Speculation: MME Driver Monitoring System powered by Veoneer HW and Seeing Machines logic

macchiaz-o

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From Colin Barnden, Principal Analyst, Semicast Research:

More #detectivework. The "global US-HQd auto OEM" can only conceivably be Ford Motor Company, based on press announcements. We know Fovio from Seeing Machines is a Xilinx Zynq-7000 FPGA and have established that the profile of the DMS in the Mustang Mach-E is identical to that offered by Veoneer. Hence am calling Ford's "Active Drive Assist" as Veoneer/Xilinx/Seeing Machines. What interests me is the update coming over-the-air (OTA) in 2021. https:/lInkd. in/dUNY-gJ We know Ford is using Mobileye EyeQ4 in Active Drive Assist. https://Inkd. in/dNtTC88 EyeQ4 is a fixed-function chip so the only conclusion can come to is that the 0TA update in 2021 is for the #DMS and probably the production-ready version of the newly announced Occula core. https://Inkd.in/evraTzU So in 2021 am speculating Ford might have by far the most sophisticated DMS on the market in the Mach-E and maybe F-150. That would be an incredible achievement for the Blue Oval. We'll know more next year...

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RyZt

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> "two premium German OEM" "four OEMs with numerous new vehicle models launching in 2020-2022 time frame"

So we're looking at Active Drive Assist from 4 automakers: GM, Ford, VW/Audi/Porsche, BMW.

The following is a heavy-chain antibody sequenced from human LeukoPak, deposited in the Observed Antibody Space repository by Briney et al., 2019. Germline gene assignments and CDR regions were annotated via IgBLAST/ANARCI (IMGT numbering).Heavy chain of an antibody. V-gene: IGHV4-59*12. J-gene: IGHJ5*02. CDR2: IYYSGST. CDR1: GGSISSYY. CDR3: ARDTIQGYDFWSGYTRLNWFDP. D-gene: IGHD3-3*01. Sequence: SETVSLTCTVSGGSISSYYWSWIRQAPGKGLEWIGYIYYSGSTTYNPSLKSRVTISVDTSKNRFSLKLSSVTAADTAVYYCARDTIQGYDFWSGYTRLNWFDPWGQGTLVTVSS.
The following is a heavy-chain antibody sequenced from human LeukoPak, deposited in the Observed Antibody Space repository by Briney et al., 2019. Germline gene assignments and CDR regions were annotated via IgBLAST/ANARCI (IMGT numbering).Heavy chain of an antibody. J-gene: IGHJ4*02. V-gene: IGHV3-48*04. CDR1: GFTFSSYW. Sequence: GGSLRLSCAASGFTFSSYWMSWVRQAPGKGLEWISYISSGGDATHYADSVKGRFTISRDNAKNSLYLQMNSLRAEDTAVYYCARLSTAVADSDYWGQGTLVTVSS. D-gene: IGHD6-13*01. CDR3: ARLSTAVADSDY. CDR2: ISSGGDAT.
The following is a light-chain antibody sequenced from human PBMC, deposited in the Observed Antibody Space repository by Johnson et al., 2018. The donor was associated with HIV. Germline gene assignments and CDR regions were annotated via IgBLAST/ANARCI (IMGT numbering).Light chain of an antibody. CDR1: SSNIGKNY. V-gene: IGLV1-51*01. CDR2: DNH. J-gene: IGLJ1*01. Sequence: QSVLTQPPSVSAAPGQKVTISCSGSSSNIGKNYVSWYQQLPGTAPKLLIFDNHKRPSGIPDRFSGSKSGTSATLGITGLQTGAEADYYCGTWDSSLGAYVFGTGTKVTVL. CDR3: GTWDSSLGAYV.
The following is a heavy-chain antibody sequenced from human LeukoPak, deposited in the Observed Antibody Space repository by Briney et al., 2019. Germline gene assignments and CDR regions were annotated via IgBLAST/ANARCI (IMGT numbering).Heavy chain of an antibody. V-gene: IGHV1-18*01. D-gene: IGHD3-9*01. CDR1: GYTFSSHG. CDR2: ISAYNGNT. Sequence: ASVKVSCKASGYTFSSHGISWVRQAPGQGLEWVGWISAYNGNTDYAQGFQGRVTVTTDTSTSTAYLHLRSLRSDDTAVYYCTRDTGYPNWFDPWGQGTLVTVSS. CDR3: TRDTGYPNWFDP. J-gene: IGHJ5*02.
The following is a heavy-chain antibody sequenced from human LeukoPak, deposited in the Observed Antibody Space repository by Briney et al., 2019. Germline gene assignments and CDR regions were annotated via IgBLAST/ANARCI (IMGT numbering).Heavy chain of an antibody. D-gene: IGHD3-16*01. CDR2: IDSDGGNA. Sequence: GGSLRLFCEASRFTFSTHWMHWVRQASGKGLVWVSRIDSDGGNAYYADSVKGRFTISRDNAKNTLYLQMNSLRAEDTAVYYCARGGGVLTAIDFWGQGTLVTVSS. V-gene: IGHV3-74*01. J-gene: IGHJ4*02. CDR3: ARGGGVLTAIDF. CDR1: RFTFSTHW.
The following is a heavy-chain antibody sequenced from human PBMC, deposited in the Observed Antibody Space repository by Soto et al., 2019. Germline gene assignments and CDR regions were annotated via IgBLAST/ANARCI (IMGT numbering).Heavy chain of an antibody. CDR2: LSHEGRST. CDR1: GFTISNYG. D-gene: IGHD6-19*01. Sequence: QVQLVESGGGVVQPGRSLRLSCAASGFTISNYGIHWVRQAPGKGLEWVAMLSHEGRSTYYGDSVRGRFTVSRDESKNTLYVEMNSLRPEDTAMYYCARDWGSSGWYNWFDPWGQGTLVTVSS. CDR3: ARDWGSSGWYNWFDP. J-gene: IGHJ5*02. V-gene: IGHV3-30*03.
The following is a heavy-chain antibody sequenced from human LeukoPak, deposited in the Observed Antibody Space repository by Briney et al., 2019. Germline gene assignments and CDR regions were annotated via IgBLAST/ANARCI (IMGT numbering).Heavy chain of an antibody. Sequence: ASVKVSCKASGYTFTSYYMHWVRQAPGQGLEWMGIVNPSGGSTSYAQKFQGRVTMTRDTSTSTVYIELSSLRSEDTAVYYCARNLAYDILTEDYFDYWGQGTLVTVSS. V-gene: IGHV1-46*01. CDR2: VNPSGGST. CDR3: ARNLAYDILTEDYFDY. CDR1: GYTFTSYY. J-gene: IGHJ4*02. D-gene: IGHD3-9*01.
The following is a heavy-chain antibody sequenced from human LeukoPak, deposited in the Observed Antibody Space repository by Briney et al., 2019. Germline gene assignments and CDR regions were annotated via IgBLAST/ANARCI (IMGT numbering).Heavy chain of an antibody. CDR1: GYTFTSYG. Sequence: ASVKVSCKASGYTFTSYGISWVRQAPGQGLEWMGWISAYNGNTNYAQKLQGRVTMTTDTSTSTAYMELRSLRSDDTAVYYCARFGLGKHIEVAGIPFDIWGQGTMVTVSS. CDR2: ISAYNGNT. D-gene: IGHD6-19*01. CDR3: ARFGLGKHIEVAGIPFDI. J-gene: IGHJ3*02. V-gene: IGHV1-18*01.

> Fovio from Seeing Machines is a Xilinx Zynq-7000 FPGA

Back when I was in school, I learned that FPGA is for development whereas ASIC is used for production products. The former allows re-programming, but is a lot more expensive than the latter.

In the world of OTA, is FPGA being shipped to end customers for production use nowadays?
 
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RonTCat

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> "two premium German OEM" "four OEMs with numerous new vehicle models launching in 2020-2022 time frame"

So we're looking at Active Drive Assist from 4 automakers: GM, Ford, VW/Audi/Porsche, BMW.

> Fovio from Seeing Machines is a Xilinx Zynq-7000 FPGA

Back when I was in school, I learned that FPGA is for development whereas ASIC is used for production products. The former allows re-programming, but is a lot more expensive than the latter.

In the world of OTA, is FPGA being shipped to end customers for production use nowadays?
I think FPGA prices have dropped to the point of blurring the line. You should also be able to get reprogrammable ASIC.
 
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macchiaz-o

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I think FPGA prices have dropped to the point of blurring the line. You should also be able to get reprogrammable ASIC.
The Xilinx chip used here is a SoC containing a dual core ARM processor and an FPGA. Updates to code for the general purpose processor (the CPU) are a lot easier to prepare and less space constrained than updates to the logic/IP loaded into the FPGA. But the FPGA can run its loaded design much more efficiently (i.e. handling much higher throughput of raw I/O) than the CPU.

Both are more readily upgradable over a typical ASIC. It takes a few seconds at most to load a new logic design to the FPGA and maybe a little longer to load the ARM side. It may not be cheap, but it definitely meets the requirements for updateability for adding future fixes and enhancements. This would be way more constrained if they chose an ASIC.